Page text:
Iranian-Turkish tycoon asks US judge to dismiss case

Iranian-Turkish tycoon asks US judge to dismiss case

NEW YORK - Agence France Presse
Iranian-Turkish tycoon asks US judge to dismiss case Defense lawyers asked a U.S. federal judge on Oct. 5 to throw out a case against an Iranian-Turkish tycoon accused of defying sanctions on Tehran.

Reza Zarrab, 33, was arrested in Miami in March en route to Disney World with his family and charged with conspiring to violate U.S. sanctions against Iran, defraud U.S. banks and launder money by helping Iranian entities transfer funds through U.S. institutions.

His lawyers -- including Benjamin Brafman who defended former IMF chief Dominique Strauss-Kahn -- argued Zarrab had not broken U.S. laws because he was a foreigner living abroad.

"As a foreign national sitting in Turkey he hasn't violated U.S. criminal law," said one of Zarrab's attorneys, Paul Clement, before Judge Richard Berman. "He's not subject to the jurisdiction of the U.S.

"This is an unprecedented expanded prosecution."
However, Assistant U.S. Attorney Michael Lockard said "foreign nationals are not permitted to use U.S. financial institutions to benefit Iran."
Wearing a blue prison uniform, Zarrab listened to the proceedings with the assistance of an interpreter.

Brafman also challenged the legality of Zarrab's Miami arrest because customs officers had requested the businessman's cell phone passcode and a list of his businesses and bank accounts before he was allowed to call a lawyer.

"They have orchestrated this and allowed him to incriminate himself," Brafman said.

In response to that argument Lockard said it was not out of line for airport customs agents to request access codes from suspicious passengers, and that Zarrab had given his consent.

Zarrab, who operates a gold brokerage, currency exchange, shipbuilding company, furniture manufacturing business and real estate construction firm, has passports from Iran, Macedonia and Turkey -- countries that either have no extradition treaty with America or do not extradite citizens.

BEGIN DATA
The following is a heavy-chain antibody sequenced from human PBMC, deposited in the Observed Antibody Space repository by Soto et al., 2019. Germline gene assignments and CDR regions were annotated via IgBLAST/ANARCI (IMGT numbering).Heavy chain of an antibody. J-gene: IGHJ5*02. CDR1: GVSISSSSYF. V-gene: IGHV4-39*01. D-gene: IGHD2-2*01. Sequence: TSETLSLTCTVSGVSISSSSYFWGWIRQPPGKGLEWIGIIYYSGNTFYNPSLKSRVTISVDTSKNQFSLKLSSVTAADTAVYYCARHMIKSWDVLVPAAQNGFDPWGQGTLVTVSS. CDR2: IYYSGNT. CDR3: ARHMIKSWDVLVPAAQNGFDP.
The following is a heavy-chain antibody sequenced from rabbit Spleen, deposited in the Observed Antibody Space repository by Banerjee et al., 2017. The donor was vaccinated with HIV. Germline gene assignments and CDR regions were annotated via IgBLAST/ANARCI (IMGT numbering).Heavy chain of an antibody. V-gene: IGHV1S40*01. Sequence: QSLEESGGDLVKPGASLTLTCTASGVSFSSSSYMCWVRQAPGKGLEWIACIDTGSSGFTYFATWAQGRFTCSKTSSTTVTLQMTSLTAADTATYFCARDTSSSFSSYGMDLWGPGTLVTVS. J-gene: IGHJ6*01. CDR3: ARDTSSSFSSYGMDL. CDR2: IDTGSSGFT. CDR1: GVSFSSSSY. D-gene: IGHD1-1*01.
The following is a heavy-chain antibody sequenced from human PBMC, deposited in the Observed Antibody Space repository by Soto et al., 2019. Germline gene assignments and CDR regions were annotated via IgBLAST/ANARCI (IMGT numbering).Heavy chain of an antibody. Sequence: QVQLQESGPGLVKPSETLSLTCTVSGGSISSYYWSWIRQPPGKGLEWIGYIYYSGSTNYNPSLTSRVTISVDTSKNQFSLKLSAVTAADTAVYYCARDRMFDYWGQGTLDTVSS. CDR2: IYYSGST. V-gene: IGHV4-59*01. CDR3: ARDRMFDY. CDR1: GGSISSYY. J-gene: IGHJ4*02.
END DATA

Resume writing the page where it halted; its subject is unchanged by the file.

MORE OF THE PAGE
His lawyers unsuccessfully tried in March to let him swap the grimness of a federal lock-up for a swanky Manhattan apartment with round-the-clock security.

Currently under trial in the United States, Zarrab, 32, was the prime suspect in a corruption and bribery scandal involving the Turkish government that went public on Dec. 17, 2013. He is accused of being the ringleader of a money laundering and gold smuggling ring in Turkey that circumvented sanctions against Iran. 

The charges were dismissed after prosecutors investigating the case were accused by the ruling party and then-Prime Minister Recep Tayyip Erdoğan of plotting against the government and removed from their posts. 

Four former cabinet members - EU Minister Egemen Bağış, Economy Minister Zafer Çağlayan, Interior Minister Muammer Güler and Urban Planning Minister Erdoğan Bayraktar - were accused in the probe before the cases were dropped. 

The ruling Justice and Development Party (AKP) accused U.S.-based Islamic preacher Fethullah Gülen’s followers of using the case to plot against the government, before launching a huge crackdown on the group in state institutions, security bodies and the private sector.